Here are some of the settings I used for the air museums:

  • Aperture Priority
  • ISO – 640 to 1250 (depending on location)
  • Shutter speed varied from 1/15 to 1/100 sec.
  • F-Stop varied from f/2.8 to f/8 depending on location.
  • RAW

One detail I noticed while reviewing the results of my air museum visit was that I forgot to change the auto focus mode on the E-M1.  Seems that in my haste to start shooting, I left it on C-AF (from my dogs in the backyard session the day before).  The nice thing is that this error on my part didn’t seem to create any problems.  The camera would lock on the focus without a hitch, even in the low light.

Overall my impressions of the E-M1 are good.  It’s a little larger than my E-M5, but not so large as to be a burden when carrying it around all day.  The controls are laid out nicely and it has a few additional buttons that E-M5 does not.

I noticed in some online forums that the Olympus menu system isn’t a favorite, with claims that it’s not intuitive and is overly complicated.  I suppose this is true when you first start trying to figure it out.  I didn’t really have a problem with it, but to be fair, I have some experience with the menu system,  going back to the Olympus E-P3.  It can be a bit confusing but there are some good resources out there to help you through that.  Here’s a place to start if you want some help setting up the E-M1 – PhotolisticLife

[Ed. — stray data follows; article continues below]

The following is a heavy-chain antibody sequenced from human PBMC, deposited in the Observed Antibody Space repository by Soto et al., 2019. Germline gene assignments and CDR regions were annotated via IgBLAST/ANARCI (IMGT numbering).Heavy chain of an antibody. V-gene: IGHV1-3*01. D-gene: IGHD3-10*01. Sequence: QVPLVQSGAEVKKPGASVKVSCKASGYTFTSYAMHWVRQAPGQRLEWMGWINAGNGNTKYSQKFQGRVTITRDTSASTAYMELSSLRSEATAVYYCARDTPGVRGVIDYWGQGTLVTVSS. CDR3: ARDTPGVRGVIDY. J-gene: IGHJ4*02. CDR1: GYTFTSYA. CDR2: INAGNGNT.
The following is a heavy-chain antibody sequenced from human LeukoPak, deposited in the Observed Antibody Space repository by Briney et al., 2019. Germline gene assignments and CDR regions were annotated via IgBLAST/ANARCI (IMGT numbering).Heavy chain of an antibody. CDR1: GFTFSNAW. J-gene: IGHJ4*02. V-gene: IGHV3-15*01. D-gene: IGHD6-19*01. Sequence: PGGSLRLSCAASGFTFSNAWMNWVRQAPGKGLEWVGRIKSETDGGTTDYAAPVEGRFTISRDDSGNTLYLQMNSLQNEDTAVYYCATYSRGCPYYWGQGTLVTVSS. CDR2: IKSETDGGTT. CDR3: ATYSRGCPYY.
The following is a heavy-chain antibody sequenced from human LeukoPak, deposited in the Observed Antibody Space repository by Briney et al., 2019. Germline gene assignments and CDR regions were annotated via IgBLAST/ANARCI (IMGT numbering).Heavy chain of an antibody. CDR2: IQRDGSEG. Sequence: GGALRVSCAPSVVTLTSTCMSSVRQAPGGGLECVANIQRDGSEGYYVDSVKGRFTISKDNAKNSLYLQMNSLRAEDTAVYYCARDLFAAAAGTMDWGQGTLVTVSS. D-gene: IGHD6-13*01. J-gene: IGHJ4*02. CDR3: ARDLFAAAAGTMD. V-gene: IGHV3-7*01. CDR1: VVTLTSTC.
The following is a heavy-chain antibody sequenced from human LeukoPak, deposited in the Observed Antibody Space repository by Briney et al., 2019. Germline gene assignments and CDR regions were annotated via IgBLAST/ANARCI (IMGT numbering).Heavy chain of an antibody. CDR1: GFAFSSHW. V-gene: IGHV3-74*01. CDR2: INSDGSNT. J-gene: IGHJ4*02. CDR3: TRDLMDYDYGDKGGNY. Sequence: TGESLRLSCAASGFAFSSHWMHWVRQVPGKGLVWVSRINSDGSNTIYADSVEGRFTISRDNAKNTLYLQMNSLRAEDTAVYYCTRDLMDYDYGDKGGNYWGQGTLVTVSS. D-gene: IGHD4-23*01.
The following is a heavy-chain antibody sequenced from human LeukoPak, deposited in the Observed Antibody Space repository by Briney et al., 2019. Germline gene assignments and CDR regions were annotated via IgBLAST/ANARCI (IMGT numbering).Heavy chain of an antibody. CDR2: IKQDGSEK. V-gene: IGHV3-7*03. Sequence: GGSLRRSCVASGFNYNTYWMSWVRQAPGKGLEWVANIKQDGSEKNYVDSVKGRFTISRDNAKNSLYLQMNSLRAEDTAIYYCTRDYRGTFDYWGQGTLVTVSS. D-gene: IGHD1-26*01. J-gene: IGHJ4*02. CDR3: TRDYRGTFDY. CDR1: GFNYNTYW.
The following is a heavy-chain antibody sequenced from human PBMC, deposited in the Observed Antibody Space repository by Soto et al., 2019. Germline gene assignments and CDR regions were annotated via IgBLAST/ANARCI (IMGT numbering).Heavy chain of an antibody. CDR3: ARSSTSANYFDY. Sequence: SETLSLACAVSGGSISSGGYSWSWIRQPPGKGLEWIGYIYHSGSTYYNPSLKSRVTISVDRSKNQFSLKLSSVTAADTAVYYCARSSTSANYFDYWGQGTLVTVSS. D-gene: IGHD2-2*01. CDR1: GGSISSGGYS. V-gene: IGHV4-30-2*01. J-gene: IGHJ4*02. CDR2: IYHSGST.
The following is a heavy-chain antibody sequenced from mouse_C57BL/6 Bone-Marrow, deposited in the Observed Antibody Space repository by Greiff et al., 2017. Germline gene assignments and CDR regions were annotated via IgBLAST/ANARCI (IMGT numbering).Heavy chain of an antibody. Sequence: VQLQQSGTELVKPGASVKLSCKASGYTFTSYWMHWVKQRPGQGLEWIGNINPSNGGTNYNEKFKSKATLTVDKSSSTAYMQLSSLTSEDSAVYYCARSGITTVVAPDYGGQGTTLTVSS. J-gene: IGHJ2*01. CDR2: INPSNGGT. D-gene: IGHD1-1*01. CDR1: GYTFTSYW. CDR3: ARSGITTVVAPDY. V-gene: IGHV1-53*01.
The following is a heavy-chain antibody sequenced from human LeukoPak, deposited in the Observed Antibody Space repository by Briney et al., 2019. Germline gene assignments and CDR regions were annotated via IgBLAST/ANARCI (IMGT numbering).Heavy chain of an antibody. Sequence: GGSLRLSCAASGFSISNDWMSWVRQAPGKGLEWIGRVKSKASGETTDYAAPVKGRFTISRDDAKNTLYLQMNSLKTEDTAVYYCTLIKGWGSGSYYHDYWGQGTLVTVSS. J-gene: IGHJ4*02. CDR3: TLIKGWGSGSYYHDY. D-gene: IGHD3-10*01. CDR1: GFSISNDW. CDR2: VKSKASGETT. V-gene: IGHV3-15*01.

Just for fun, I tried the canned HDR feature, and didn’t find it to be anything special.  It reminded me of a similar feature in my old Sony NEX3.  The camera takes several exposures and combines them, then it gives you a .jpeg.  Personally I’d rather just bracket the exposures myself and do the HDR work on the computer.

There was one difference between the E-M1 and my E-M5 that I did like,  the quality of the electronic viewfinder (EVF).  Maybe it’s just my eyes getting old, but the EVF seemed much more clear and bright than the one on my E-M5.

As I get ready to pack the E-M1 back in its box and return it to Borrow Lenses, it was a pleasure to be able to use this camera. Unfortunately, it’s about twice the price of an E-M5 (or the new E-M10).  And the bottom line for me is that it wasn’t fantastically advanced enough over my E-M5 to warrant the expense of purchasing one.  Yes, I did like it and enjoyed using it, but not enough to buy one outright.  If I wanted it bad enough, I’d have to sell off some of my other gear to finance it, and right now I’m not in a hurry to do that.

That’s it for this post.  Until next time – Happy Shooting!